These struggles over perception have often been an uphill climb for labor unions, particularly in the U.S.-centric business culture that has traditionally not been union-friendly. Unlike similar countries in Europe and elsewhere, American business culture takes more of an individualistic approach. Management prefers a model where they deal directly with employees and focus on one-on-one communication. The union model, with its collective bargaining and placing a potential buffer between management and employees, is seen by these leaders as an interloping third party.

Public perceptions are changing, however, and companies must evolve along with it or risk negative perceptions of their own.

 

How Management Can Respond

For many organizations, the knee-jerk reaction to unionization efforts is to view it as an insult or a declaration of open hostilities. While that reaction may be understandable, it also tends to flatten the reality of the employees’ experiences and goals. Today’s organizers are generally valued, hard-working employees who simply believe that they deserve more of a say (and even more respect) in their workplaces.

Organizing isn’t just a labor union issue, either. Efforts may not be specifically about unions in the traditional sense, but more about collective action and advocacy around issues of equity, gender, and racial justice. Workers understand that they may struggle to be heard individually, but when they stand together, they can have a bigger voice and a bigger impact.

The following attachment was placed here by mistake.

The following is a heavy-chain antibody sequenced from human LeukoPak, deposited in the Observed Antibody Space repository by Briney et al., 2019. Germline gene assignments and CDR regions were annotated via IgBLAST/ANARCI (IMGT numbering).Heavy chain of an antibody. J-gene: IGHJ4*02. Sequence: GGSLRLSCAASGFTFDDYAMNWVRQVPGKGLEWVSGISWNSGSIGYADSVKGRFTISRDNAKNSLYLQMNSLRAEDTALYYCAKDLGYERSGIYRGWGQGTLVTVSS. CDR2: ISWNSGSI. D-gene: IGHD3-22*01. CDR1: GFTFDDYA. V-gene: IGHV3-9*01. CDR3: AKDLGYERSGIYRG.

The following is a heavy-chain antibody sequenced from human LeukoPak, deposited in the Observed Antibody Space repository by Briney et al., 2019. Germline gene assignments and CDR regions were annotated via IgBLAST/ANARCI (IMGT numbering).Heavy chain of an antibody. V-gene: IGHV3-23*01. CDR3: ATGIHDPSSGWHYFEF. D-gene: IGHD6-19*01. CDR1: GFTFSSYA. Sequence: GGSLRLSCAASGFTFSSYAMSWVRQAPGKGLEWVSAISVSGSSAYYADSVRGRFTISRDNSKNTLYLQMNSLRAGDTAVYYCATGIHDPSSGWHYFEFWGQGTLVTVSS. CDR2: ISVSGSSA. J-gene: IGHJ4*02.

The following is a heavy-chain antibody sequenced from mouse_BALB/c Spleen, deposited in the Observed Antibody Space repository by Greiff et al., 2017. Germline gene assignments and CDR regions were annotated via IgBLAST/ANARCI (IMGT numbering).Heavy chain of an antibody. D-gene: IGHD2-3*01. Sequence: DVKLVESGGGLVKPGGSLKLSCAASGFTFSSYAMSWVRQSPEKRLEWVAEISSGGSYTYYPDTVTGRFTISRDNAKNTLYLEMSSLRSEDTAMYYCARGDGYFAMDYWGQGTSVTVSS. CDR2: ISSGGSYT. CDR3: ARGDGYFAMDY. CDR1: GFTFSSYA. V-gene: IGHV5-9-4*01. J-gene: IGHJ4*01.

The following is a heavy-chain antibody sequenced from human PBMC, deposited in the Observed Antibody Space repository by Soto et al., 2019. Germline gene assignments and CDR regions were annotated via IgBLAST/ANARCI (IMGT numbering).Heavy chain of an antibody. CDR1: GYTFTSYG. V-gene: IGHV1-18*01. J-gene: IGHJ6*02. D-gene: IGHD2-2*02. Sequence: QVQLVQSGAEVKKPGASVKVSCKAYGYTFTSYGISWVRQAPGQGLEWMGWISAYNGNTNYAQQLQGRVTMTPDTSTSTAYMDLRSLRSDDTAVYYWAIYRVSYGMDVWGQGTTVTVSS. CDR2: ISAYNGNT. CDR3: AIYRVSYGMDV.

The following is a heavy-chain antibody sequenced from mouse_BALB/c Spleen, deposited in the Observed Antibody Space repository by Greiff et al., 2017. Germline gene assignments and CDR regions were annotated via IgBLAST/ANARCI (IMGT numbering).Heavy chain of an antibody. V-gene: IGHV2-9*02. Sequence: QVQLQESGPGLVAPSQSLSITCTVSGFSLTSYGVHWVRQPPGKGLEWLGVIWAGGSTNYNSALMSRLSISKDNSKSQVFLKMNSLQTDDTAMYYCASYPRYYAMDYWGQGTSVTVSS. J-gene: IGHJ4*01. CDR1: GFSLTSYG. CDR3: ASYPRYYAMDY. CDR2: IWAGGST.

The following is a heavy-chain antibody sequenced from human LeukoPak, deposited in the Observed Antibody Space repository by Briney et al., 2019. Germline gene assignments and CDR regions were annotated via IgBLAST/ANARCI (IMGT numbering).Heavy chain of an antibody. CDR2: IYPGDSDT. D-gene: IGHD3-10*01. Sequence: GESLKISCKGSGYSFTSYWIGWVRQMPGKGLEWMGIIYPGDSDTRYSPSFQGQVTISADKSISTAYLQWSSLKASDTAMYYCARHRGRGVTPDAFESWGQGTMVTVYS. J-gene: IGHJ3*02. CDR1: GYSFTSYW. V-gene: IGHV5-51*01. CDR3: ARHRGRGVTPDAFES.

DEI concerns can also relate to more “traditional” union issues, such as work hours and pay. In an interview with the Harvard Business Review, union expert Thomas Kochan, a professor at the MIT Sloan School of Management, noted the outsize effect unionization can have on traditionally underrepresented groups: unions increase wages, on average, between 5 and 15 percent, but for low wage workers, women, and minorities, those percentages are higher. This is especially relevant for industries like healthcare, which employ a larger-than-average proportion of workers in those categories.

The key to a helpful response from management is simply a sense of understanding. Workers, whether unionized or not, are not looking for an adversarial relationship with leadership, nor are they blind to the issues in union culture that need resolving. Today’s organizers are just as likely to be working on concerns within unions, such as questions of seniority and concerns over “protection” of mediocre or poor workers, as they are to be addressing concerns with upper management.

The solution, for everyone, is shifting to a more cooperative model. Creating a respectful, trusting dialogue can avoid hostility between leadership and employees – and between companies and a union-sympathizing public. Union avoidance may have worked in the past, and it may even stymie or set back organizing efforts today. In the long run, however, the underlying issues still remain. Building a positive environment where workers want to work and stay long-term requires proving that their voices are valued, and that’s something that benefits everyone.

 

By Rose Dorta

Are you a high-performing leader or believe you have the potential to tackle a more challenging role? Would you be interested in career opportunities that are seeking these attributes?

I’d love to chat with you and answer any questions that you have. Email me, Rose Dorta, managing director of Kaizen HR Solutions, here.